adaptive stress that leads to overtraining that only can be guessed at by close evaluation of morning resting heart rate

Hormonal cascades are triggered by your central nervous system, which is the hardest training factor to gauge (why most overtraining comes from breakdown at this level). When you dissect a program like P90X2 or Asylum, one of the main things we focus on is nervous system function. All of those “weird” things like Holmsen Screamer Lunges or Shoulder Tap Push-ups work on something we call proprioceptive awareness. And while it might seem hard to understand, since it doesn’t lead directly to more sweat, the neuromuscular action of these movements force deep adaptations by your body. These changes can take a long time to register but force a massive adaptive response that lead to long-term increased changes in movement patterns that trigger hormonal responses and, thus, metabolic change. Needless to say that stuff ain’t getting registered by a chest strap or pedometer.

Sure, the cumulative effect of all these can be calculated and the number at the end would equate to calories in, calories out. But since there’s no way to measure these numbers without doing a ton of fancy testing in a lab setting you can see why doing one of our diet and exercise programs and trusting us is a better option than scarfing an “Extra Value Meal” and then walking around the neighborhood until your heart rate monitor says you’ve burned 1,500 calories.

Wednesday, June 27, 2012

Surviving Summit

The Straight Dope is a balance between work and play, indoor training, nutrition advice, and outdoor sports, and it’s got followers on every side that’d prefer it to be more of one and less of the other depending on their personal perspectives. So for all of you, today’s post has a bit of everything: training, diet, work, sports and even birthday challenges.

The Beachbody Coach Summit is always a challenge for me. My de-facto job is one of a walking FAQ and I spend my week basically roaming around answering questions, which usually leaves me drained of energy and an audible voice by its end. This year, with 5,000 attendees and 2 days of P90X Certification tacked on, it promised to be a colossal task. An impending race and training schedule heightened it, which I amped up slightly by decided to attempt a “birthday challenge” on my way home.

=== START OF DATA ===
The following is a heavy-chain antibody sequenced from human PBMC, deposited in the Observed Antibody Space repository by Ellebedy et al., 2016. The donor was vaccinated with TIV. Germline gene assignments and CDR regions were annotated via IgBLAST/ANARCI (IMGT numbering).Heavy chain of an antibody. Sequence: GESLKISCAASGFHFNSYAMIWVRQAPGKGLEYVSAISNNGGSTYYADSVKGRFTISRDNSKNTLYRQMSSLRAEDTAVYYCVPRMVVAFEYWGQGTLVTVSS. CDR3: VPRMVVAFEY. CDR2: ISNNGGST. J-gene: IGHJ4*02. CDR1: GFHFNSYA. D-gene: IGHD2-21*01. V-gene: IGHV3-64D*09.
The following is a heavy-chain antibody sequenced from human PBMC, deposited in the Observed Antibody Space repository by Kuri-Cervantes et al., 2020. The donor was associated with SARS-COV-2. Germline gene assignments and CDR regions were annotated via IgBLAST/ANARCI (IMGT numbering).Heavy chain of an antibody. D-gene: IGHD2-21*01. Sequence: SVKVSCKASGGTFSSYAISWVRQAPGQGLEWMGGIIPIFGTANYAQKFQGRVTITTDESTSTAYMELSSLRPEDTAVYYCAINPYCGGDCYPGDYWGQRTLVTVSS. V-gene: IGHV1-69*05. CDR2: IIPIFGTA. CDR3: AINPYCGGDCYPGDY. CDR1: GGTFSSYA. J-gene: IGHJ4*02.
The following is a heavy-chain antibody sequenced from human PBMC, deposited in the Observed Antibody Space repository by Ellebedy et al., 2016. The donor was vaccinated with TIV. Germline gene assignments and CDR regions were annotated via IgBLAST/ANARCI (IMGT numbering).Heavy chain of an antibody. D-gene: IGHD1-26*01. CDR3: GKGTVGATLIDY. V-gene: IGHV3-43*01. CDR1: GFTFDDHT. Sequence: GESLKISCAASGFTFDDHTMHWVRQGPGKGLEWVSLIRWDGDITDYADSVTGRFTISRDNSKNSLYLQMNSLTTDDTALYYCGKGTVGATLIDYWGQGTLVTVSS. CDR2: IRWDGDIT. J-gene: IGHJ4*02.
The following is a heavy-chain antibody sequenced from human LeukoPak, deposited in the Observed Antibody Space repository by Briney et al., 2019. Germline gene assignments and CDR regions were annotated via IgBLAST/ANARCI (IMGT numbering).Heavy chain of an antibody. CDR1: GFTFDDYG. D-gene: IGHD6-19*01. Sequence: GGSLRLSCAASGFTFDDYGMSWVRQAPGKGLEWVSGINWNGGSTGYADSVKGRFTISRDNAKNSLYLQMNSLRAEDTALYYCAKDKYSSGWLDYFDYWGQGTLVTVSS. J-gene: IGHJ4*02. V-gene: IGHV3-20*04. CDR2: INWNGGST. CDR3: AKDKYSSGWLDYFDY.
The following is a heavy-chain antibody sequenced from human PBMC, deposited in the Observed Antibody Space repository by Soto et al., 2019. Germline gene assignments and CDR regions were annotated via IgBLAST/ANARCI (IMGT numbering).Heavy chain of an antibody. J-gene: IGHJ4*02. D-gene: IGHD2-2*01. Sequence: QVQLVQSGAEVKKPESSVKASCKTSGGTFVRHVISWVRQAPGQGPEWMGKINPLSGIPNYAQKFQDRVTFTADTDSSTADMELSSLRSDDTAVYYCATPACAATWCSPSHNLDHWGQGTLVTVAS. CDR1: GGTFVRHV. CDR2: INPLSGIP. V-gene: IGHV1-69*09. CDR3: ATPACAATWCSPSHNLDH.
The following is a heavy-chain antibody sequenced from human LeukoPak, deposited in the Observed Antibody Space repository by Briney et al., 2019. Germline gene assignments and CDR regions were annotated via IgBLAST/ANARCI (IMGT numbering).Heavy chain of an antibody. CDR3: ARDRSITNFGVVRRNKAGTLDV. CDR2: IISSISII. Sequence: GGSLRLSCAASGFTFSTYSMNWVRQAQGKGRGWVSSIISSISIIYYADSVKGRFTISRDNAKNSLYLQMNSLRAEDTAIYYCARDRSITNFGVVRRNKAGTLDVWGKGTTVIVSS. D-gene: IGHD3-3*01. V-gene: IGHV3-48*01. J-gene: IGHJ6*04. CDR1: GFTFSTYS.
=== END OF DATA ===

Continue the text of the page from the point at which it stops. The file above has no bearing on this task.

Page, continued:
Vegas in June is no picnic when you’re trying to train. Rides would have to be early and, en route, I did an interval session on a dirt road outside of Mesquite as a test. Finishing just shy of 8am, with the thermometer already north of 90, I concluded that late nights would not be on the agenda—or planned agenda anyways.

Summit is actually quite fun. I don’t mind answering questions. In fact I love it. Helping people better understand fitness is something I can go on about endlessly. In the moment it’s not tedious or tiring and I wouldn’t mind spending my entire job doing it. I did my best to clean up my plate of projects so that I could be as available as possible all week long. The key was then staying ultra hydrated and fed, kind of like a race, to sustain my voice and keep my brain turned on (your brain runs on glycogen, making the entire event not so unlike a week-long ultra).

much easier to hear and converse in the latter setting

Thursday I had two presentations, which I actually found easier than my general schedule. It seemed efficient to speak with a group instead of one on one, I had a microphone that saved my voice, and, most importantly, I didn’t have to speak over music or a crowd or anything else. Made me think I should just have an area where I answered questions all day but that would negate some of the coolness of Summit, which is a social environment where anytime you might run into Carl or Tony or someone else you’ve seen on TV.

louder than a bird or a plane, it's super workout!

Things went more or less perfectly until Sat, when a screaming crowd interrupted a perfectly peaceful dream at 5am. At first I thought it was partiers but looking out my window I saw that there were already hundreds of people gathered for the Super Workout that wasn’t starting until 6:30. Did some yoga and made my way down, which was the start of a long, long day punctuated by a “business” dinner with Dr. Marcus Elliott sometime after 2am.

with super coach and X2 cast member monica and super trainer and long-time friend marcus

The Finale

After sleeping far too little I rolled out of Vegas early. I was now hammered. Training is not just about recovering from muscle breakdown but hormonal and nervous system balance and the latter two were clearly in distress. Still, I was keen to keep to my schedule and I had a hard ride planned that day, which you can read about here: